– Image used with permission of BGG contributor tumorous

Sometimes changes are for the better, but it is not uncommon for buyers to prefer the original.  For example, for the second edition of one of our favourite games, Snowdonia, the wooden workers were upgraded to plastic figurines, however, our group find the first edition tokens more tactile.  Sometimes, the publicity surrounding a release of a second edition has the additional effect of reviving a market that had become stagnant due to the lack of availability.  In such cases, the reprint can actually increase the price of an already expensive edition when the new version is thought of as inferior.  Mostly, however, a reprint will cause the price to fall as the difference between editions is something only a connoisseur will really appreciate.

Snowdonia
– Image by boardGOATS

So, where does this leave us?  There are a number of facts that are undoubtedly true.  Firstly, with the exception of the most popular games, almost all modern boardgames are perpetually “between print runs”, with sufficient stock available to supply demand.  For this reason, games can suddenly become unavailable and to some degree the buyer should take the opportunity when they see it, as it may not be there for long.  That said, the best games generally remain in demand and are almost always re-released in some form or another.  The recent announcement by Rio Grande demonstrates that even long out of print classics like the 1992 game Elfenroads, do sometimes eventually get a re-print, albeit in a very different form.

Elfenroads
– Images from the manufacturers

The fact that boardgames are currently a niche market means that mature games are inevitably more likely to go out of print with a corresponding increase in demand.  So, good games ideally with high production values will rarely depreciate by more than 50% if bought for a good price and sold in the right place.  Thus, a gamer with a mature high quality collection who looks their games well, will rarely lose a lot of money if they keep them for long enough, especially if they can chose their time to sell.  Of course, spotting good games at the right price is the challenge, but very occasionally, if they have the correct edition, a gamer might make a killing.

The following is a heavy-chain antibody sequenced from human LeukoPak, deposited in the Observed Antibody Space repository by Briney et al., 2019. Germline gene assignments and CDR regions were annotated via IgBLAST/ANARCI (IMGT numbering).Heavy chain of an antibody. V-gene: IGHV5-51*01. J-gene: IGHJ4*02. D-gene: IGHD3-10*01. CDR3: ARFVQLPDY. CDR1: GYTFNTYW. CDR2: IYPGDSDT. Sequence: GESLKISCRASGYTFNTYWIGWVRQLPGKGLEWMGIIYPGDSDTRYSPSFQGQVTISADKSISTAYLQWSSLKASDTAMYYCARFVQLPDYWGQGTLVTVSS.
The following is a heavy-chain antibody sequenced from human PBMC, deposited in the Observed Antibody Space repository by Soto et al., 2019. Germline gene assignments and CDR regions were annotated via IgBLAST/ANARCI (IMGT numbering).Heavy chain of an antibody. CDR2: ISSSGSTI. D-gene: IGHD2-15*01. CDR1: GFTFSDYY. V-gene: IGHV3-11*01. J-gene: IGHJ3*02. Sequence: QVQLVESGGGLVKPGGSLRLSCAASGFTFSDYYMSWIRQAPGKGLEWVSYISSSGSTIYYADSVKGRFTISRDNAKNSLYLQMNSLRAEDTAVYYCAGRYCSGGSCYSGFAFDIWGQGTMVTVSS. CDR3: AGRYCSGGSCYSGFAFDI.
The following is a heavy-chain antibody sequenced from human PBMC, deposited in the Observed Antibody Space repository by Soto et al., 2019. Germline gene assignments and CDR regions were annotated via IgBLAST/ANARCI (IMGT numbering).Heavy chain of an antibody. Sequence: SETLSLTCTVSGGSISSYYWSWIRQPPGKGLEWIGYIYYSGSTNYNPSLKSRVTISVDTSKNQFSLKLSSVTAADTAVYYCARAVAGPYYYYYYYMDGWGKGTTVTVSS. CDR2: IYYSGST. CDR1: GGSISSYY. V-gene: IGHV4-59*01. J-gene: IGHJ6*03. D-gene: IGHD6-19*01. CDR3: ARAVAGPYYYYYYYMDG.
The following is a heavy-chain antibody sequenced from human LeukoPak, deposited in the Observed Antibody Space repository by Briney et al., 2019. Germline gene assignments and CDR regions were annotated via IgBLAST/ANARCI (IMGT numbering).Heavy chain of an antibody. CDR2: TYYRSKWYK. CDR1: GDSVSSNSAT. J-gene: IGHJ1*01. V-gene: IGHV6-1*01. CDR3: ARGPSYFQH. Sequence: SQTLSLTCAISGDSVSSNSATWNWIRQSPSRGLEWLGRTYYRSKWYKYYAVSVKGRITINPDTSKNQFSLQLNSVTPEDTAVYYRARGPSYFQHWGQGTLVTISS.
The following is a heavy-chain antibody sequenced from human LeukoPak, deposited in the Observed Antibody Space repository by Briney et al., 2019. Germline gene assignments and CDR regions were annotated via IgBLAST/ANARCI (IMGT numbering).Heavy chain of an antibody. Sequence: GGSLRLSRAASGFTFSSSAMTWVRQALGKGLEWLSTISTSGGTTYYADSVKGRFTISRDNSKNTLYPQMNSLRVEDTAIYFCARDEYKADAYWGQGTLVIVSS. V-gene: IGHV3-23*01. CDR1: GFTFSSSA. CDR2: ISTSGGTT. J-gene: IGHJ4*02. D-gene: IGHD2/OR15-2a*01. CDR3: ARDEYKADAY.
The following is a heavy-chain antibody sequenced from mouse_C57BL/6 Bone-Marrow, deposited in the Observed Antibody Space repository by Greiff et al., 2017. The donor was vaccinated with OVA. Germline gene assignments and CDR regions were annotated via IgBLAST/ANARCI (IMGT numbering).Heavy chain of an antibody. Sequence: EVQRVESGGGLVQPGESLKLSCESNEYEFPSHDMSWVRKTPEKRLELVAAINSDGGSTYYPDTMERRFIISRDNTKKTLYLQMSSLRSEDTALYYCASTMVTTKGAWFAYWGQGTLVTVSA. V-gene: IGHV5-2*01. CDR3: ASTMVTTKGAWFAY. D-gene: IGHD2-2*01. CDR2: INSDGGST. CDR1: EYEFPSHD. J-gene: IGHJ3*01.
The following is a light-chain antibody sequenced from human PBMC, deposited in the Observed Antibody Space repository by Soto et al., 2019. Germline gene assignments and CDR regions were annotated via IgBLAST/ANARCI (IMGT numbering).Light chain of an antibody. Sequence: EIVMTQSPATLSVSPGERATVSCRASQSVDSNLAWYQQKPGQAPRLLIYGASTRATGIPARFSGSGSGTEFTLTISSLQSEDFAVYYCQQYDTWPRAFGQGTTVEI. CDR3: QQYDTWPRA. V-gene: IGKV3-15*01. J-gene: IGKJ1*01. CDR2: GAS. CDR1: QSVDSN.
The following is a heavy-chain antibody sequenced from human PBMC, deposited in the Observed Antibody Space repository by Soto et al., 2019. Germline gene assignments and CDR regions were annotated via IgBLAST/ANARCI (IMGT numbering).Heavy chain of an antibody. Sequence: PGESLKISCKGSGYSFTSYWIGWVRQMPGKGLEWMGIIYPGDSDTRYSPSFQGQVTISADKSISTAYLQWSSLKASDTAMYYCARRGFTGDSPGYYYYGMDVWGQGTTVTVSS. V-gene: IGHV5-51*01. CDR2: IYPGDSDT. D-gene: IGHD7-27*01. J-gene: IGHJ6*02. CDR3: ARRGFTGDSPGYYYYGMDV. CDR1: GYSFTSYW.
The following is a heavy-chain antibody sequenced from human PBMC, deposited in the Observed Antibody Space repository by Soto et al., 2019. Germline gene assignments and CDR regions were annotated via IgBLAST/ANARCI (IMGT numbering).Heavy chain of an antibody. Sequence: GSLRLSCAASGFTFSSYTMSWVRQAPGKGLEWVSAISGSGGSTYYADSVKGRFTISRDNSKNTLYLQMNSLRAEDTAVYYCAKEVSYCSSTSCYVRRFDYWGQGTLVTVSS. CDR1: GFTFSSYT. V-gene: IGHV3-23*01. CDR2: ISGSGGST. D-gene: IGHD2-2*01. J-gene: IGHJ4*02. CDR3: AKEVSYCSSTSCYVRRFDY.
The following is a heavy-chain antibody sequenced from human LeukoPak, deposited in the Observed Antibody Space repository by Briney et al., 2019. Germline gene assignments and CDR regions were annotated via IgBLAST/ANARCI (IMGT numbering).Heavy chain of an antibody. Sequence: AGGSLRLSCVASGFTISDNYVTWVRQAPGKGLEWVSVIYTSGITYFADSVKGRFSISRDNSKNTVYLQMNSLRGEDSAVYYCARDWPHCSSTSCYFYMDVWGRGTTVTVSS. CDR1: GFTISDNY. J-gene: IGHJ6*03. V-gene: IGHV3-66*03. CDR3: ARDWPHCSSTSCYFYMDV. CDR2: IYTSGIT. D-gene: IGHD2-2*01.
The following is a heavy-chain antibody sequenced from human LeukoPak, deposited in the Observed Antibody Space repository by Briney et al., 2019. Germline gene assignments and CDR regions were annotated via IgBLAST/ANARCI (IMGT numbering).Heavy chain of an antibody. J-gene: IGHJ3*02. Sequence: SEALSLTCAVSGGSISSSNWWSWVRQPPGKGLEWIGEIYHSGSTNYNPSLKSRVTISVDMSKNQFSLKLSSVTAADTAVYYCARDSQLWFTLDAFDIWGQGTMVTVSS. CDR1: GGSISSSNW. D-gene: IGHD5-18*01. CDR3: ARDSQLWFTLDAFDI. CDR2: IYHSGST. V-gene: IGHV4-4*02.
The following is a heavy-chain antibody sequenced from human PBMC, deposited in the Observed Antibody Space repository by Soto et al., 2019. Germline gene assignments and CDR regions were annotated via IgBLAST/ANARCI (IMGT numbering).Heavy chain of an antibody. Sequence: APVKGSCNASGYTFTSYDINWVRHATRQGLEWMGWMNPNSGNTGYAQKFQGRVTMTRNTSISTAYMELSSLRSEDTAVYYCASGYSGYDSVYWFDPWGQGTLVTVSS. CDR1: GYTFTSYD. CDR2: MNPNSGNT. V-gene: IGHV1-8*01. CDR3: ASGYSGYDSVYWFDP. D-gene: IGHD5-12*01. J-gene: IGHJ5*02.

Catan - 3D Collector's Edition
– Image by BGG contributor theotherside

Spiel des Jahres Winners – 2015

The 2015 winner of the coveted German Game of the Year or Spiel des Jahres award is Colt Express which is a game about bandits robbing an amazing 3D train.  The game plays in two phases:  first everyone plays action cards cards onto a common pile and then the action cards are resolved in the order they were played. There were three games nominated for the Spiel des Jahres this year and we’ve played the other two, Machi Koro and The Game, so we’ll play Colt Express next week to see what all the fuss is about!

Colt Express
– Image used with permission of BGG contributor henk.rolleman

At the same time the Kennerspiel des Jahres was awarded, which honours more challenging games.  It was introduced in 2011 to replace the jury’s habit of intermittent special awards for games too complex for the Spiel des Jahres (notably Agricola which was awarded a special “Complex Game” prize in 2008).  The 2015 award went to Broom Service, which is a reimplementation of the 2008 Spiel des Jahres nominated game, Witch’s Brew.  It is a role selection game where players collect potions, then deliver them across the land to towers that advertise their desires with color-coded roofs.  This year we haven’t played this or either of the other nominees (Orléans and Elysium), but it probably won’t be long before we do.

Broom Service
– Image from asaboardgamer.com